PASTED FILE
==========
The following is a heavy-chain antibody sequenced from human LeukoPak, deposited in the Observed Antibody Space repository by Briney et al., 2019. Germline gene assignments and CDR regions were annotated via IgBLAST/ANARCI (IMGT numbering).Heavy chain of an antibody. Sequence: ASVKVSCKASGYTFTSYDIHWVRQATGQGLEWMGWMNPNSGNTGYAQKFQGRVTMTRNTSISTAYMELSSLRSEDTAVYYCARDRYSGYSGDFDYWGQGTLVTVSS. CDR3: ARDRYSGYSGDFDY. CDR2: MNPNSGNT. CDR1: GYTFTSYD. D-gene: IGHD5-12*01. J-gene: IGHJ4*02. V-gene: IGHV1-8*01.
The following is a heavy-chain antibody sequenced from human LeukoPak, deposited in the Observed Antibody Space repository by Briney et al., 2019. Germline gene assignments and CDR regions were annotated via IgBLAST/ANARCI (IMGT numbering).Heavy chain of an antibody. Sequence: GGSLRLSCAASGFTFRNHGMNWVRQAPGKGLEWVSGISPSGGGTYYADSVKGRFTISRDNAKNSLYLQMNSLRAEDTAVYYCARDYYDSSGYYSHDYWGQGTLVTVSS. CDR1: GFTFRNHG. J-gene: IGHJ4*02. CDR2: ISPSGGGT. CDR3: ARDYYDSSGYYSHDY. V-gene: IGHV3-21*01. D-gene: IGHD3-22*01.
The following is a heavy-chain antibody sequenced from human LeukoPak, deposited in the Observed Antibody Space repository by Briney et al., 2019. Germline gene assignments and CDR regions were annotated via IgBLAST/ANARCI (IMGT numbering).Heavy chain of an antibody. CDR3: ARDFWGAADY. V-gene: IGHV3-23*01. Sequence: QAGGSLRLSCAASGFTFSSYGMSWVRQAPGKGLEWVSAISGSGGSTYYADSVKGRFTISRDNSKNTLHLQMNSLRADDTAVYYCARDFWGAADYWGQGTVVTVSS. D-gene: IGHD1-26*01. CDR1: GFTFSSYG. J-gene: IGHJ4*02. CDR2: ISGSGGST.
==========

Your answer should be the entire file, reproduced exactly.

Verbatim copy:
The following is a heavy-chain antibody sequenced from human LeukoPak, deposited in the Observed Antibody Space repository by Briney et al., 2019. Germline gene assignments and CDR regions were annotated via IgBLAST/ANARCI (IMGT numbering).Heavy chain of an antibody. Sequence: ASVKVSCKASGYTFTSYDIHWVRQATGQGLEWMGWMNPNSGNTGYAQKFQGRVTMTRNTSISTAYMELSSLRSEDTAVYYCARDRYSGYSGDFDYWGQGTLVTVSS. CDR3: ARDRYSGYSGDFDY. CDR2: MNPNSGNT. CDR1: GYTFTSYD. D-gene: IGHD5-12*01. J-gene: IGHJ4*02. V-gene: IGHV1-8*01.
The following is a heavy-chain antibody sequenced from human LeukoPak, deposited in the Observed Antibody Space repository by Briney et al., 2019. Germline gene assignments and CDR regions were annotated via IgBLAST/ANARCI (IMGT numbering).Heavy chain of an antibody. Sequence: GGSLRLSCAASGFTFRNHGMNWVRQAPGKGLEWVSGISPSGGGTYYADSVKGRFTISRDNAKNSLYLQMNSLRAEDTAVYYCARDYYDSSGYYSHDYWGQGTLVTVSS. CDR1: GFTFRNHG. J-gene: IGHJ4*02. CDR2: ISPSGGGT. CDR3: ARDYYDSSGYYSHDY. V-gene: IGHV3-21*01. D-gene: IGHD3-22*01.
The following is a heavy-chain antibody sequenced from human LeukoPak, deposited in the Observed Antibody Space repository by Briney et al., 2019. Germline gene assignments and CDR regions were annotated via IgBLAST/ANARCI (IMGT numbering).Heavy chain of an antibody. CDR3: ARDFWGAADY. V-gene: IGHV3-23*01. Sequence: QAGGSLRLSCAASGFTFSSYGMSWVRQAPGKGLEWVSAISGSGGSTYYADSVKGRFTISRDNSKNTLHLQMNSLRADDTAVYYCARDFWGAADYWGQGTVVTVSS. D-gene: IGHD1-26*01. CDR1: GFTFSSYG. J-gene: IGHJ4*02. CDR2: ISGSGGST.